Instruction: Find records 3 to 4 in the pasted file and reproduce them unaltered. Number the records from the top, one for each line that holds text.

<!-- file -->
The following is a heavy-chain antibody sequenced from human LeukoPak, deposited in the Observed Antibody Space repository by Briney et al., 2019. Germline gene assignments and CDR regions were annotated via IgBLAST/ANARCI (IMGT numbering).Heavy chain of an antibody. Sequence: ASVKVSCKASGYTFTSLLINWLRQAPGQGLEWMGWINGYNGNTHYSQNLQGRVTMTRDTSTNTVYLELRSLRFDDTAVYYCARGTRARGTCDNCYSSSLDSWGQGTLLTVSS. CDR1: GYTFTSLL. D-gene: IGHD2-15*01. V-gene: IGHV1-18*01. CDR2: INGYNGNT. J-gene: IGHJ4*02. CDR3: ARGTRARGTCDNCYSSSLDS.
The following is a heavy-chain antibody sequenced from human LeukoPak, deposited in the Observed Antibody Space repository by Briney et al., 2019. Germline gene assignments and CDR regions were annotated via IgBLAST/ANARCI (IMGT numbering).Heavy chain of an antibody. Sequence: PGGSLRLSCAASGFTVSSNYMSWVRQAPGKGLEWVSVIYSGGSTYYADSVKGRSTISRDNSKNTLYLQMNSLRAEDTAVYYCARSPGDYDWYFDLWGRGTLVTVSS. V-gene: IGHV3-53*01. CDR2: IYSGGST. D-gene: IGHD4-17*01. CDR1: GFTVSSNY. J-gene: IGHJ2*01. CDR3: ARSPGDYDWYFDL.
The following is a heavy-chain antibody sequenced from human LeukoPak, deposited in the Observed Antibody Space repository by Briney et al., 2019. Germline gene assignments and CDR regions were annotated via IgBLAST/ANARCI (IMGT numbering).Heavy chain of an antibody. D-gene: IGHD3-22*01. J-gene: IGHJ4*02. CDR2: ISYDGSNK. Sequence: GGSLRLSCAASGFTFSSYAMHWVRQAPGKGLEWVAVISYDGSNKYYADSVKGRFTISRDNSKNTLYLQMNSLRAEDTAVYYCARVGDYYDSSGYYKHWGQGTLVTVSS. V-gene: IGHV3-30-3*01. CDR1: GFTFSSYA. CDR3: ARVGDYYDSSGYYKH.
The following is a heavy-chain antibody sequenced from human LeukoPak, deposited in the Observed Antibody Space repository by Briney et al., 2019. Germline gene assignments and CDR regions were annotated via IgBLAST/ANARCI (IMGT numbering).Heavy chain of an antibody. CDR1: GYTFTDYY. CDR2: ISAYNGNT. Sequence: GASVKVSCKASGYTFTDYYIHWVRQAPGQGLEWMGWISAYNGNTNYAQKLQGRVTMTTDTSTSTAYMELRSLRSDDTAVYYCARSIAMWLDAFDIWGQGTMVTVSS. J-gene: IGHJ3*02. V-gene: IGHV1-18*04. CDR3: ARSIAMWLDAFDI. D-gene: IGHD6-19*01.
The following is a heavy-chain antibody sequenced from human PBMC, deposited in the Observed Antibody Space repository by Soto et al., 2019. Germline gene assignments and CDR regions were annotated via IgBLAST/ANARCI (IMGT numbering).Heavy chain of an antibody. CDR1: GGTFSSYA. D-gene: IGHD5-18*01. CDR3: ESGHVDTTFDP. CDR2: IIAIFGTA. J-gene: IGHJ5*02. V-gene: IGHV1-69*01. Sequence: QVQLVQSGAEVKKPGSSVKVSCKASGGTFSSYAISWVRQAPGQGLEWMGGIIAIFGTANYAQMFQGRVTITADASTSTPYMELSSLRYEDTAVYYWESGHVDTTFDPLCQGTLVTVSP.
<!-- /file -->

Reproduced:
The following is a heavy-chain antibody sequenced from human LeukoPak, deposited in the Observed Antibody Space repository by Briney et al., 2019. Germline gene assignments and CDR regions were annotated via IgBLAST/ANARCI (IMGT numbering).Heavy chain of an antibody. D-gene: IGHD3-22*01. J-gene: IGHJ4*02. CDR2: ISYDGSNK. Sequence: GGSLRLSCAASGFTFSSYAMHWVRQAPGKGLEWVAVISYDGSNKYYADSVKGRFTISRDNSKNTLYLQMNSLRAEDTAVYYCARVGDYYDSSGYYKHWGQGTLVTVSS. V-gene: IGHV3-30-3*01. CDR1: GFTFSSYA. CDR3: ARVGDYYDSSGYYKH.
The following is a heavy-chain antibody sequenced from human LeukoPak, deposited in the Observed Antibody Space repository by Briney et al., 2019. Germline gene assignments and CDR regions were annotated via IgBLAST/ANARCI (IMGT numbering).Heavy chain of an antibody. CDR1: GYTFTDYY. CDR2: ISAYNGNT. Sequence: GASVKVSCKASGYTFTDYYIHWVRQAPGQGLEWMGWISAYNGNTNYAQKLQGRVTMTTDTSTSTAYMELRSLRSDDTAVYYCARSIAMWLDAFDIWGQGTMVTVSS. J-gene: IGHJ3*02. V-gene: IGHV1-18*04. CDR3: ARSIAMWLDAFDI. D-gene: IGHD6-19*01.